PNA blocking probes can be used in this method to suppress these non-specific binding. To this purpose, it can be addressed these probes to non-target sequences similar to the target sequences. It is generally accepted that the blocking probes act forming thermodynamically more stable complexes than those formed between PNA probe and these same non-target sequences, avoiding the latter connection.
 For the probes described in this document, the following conditions were detected:
 Hybridization temperatures between 53° C. and 59° C. The strongest fluorescent signal was obtained at 55° C., for both hybridization in slides and hybridization in suspension.
 Fixation step using ethanol concentrations ranging between 50% and 80%, but no differences were observed in the signal intensity.
 The hybridization time was tested (30, 45, 60 e 90 min) but the times ranged between 45 minutes and 60 minutes were more efficient.
 After the optimization of all the parameters referred above, the procedure that was found to result in a stronger fluorescent signal was as follows:
 Smears of each fungal culture were prepared in appropriated slides for fluorescence microscopy observation.
 Then the Smear Were:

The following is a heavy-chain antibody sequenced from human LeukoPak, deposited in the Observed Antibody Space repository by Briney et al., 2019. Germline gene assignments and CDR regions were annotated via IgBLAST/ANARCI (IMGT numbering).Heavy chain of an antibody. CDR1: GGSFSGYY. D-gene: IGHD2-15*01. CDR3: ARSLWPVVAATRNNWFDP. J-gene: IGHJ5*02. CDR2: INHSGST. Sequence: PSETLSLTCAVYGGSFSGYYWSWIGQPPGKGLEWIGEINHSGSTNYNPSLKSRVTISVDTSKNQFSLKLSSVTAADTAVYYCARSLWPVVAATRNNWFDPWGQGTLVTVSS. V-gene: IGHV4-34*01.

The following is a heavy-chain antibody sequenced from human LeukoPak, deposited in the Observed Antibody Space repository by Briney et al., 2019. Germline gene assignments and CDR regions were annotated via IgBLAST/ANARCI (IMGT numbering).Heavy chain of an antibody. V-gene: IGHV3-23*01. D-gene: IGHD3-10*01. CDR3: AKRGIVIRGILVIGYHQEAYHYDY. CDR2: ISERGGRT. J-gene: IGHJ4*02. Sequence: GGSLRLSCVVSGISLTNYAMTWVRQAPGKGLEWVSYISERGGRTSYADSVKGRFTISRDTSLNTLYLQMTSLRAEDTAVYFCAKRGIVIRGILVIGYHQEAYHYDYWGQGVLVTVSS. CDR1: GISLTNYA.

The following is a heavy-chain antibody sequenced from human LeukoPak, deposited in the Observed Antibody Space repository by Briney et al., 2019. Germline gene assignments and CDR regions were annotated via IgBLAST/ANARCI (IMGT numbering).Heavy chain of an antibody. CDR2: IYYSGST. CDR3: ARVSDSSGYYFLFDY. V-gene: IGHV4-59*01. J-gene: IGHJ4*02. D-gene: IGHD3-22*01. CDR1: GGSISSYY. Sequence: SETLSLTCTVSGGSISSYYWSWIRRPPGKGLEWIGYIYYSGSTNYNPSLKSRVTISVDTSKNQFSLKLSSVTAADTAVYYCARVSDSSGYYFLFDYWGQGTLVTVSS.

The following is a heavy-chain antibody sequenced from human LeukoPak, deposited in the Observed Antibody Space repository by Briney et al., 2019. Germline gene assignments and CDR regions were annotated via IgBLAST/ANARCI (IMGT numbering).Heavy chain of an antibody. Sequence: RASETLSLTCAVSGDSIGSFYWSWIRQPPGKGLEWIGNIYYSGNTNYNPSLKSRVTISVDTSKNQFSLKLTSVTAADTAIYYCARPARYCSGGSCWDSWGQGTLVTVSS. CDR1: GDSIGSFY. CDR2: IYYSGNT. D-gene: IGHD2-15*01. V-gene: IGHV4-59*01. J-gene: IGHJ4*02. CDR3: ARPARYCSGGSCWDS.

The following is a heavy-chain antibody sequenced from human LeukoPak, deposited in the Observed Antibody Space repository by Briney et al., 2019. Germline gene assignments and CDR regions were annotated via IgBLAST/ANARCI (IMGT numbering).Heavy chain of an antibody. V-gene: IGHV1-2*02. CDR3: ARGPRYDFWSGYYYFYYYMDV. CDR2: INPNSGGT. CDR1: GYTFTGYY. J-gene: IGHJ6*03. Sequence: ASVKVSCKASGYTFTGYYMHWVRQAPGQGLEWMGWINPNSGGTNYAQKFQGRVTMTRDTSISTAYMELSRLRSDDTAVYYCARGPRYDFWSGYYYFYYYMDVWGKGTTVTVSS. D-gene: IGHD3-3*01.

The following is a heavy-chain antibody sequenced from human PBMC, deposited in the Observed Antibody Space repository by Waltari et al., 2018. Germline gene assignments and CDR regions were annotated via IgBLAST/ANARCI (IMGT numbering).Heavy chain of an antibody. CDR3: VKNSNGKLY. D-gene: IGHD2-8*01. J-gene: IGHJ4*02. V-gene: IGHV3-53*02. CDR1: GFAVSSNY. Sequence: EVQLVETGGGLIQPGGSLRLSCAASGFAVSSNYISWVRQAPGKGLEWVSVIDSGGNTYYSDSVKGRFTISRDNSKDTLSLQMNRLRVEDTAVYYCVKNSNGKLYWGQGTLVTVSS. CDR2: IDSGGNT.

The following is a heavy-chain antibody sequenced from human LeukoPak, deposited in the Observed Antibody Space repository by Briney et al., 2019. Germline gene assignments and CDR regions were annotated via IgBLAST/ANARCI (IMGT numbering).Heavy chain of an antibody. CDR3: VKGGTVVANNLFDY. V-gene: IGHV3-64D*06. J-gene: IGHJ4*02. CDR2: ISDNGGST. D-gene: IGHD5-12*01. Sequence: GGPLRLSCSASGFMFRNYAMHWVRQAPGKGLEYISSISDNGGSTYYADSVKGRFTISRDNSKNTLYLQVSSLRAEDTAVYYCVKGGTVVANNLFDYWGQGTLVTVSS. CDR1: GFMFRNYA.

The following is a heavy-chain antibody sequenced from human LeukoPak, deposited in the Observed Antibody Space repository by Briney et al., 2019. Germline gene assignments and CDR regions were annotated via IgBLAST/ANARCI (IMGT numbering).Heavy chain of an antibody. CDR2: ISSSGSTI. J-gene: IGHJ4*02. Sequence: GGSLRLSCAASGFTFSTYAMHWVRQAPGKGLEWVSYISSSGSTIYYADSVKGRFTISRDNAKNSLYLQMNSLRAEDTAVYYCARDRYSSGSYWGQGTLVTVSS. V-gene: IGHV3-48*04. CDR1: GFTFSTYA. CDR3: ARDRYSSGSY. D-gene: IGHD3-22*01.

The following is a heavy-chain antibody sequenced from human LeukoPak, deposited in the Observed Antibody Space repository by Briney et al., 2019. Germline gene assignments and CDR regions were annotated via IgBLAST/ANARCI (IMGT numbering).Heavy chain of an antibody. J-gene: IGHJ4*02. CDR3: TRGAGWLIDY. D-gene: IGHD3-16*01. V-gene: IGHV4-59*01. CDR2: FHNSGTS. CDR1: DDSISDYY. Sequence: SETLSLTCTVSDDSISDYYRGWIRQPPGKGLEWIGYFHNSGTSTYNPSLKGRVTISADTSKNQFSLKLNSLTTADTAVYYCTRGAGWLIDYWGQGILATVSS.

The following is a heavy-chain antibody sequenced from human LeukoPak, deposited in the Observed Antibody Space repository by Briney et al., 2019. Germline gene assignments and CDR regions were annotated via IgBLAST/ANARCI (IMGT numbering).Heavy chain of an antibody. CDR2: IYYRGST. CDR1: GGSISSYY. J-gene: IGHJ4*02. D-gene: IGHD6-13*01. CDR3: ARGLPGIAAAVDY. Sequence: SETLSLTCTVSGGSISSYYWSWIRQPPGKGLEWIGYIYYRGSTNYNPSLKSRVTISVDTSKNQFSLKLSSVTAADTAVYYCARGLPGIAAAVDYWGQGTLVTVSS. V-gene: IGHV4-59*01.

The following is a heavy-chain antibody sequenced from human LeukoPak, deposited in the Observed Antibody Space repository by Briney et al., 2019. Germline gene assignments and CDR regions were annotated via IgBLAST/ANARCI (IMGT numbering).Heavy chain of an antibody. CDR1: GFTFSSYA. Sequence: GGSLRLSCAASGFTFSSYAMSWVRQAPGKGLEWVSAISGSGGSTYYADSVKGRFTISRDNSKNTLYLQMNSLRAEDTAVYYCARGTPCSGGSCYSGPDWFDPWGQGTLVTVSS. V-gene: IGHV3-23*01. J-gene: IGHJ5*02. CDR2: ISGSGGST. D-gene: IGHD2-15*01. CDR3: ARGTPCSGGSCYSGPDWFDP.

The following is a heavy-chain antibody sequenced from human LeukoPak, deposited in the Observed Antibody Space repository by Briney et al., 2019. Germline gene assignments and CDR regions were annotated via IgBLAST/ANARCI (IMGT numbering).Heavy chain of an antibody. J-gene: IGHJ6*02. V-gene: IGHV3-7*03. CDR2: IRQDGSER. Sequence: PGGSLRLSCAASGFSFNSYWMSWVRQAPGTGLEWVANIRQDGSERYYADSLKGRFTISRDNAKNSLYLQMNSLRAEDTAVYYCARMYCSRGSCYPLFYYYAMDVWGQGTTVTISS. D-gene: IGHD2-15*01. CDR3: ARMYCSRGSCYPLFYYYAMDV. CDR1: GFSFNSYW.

Immersed in 4% (wt/vol) paraformaldehyde for 10 minutes, followed by 50% (vol/vol) ethanol, also for 10 minutes; The samples were air-dried and then covered with 20 μl of hybridization solution containing: 10% (wt/vol) dextran sulfate; mM NaCl; 30% (vol/vol) formamide; 0.1% (wt/vol) sodium pyrophosphate; 0.2% (wt/vol) polyvinylpirrolydone; 0.2% (wt/vol) Ficoll; 5 mM disodium EDTA; 0.1% (vol/vol) Triton X-100; 50 mM Tris-HCl (pH 7.5) and 200 nM of PNA probe; The samples were covered with coverslips placed in small wet boxes protected from light and incubated for 60 minutes at 55° C.; Afterwards, the coverslips were removed and the slides were submerged in a pre-warmed wash solution at 55° C. containing 5 mM Tris Base, 15 mM NaCl and 1% (vol/vol) Triton X-100 (pH 10). The washing step was also carried out for 30 minutes at 55° C. Subsequently, the slides were removed from the wash solution and dried at 55° C. in the same incubator for approximately 5 minutes. Before the microscope observation, a drop of non-fluorescent immersion oil was placed and covered with a coverslip. The slides were stored in the dark for a maximum of 24 hours before microscopy.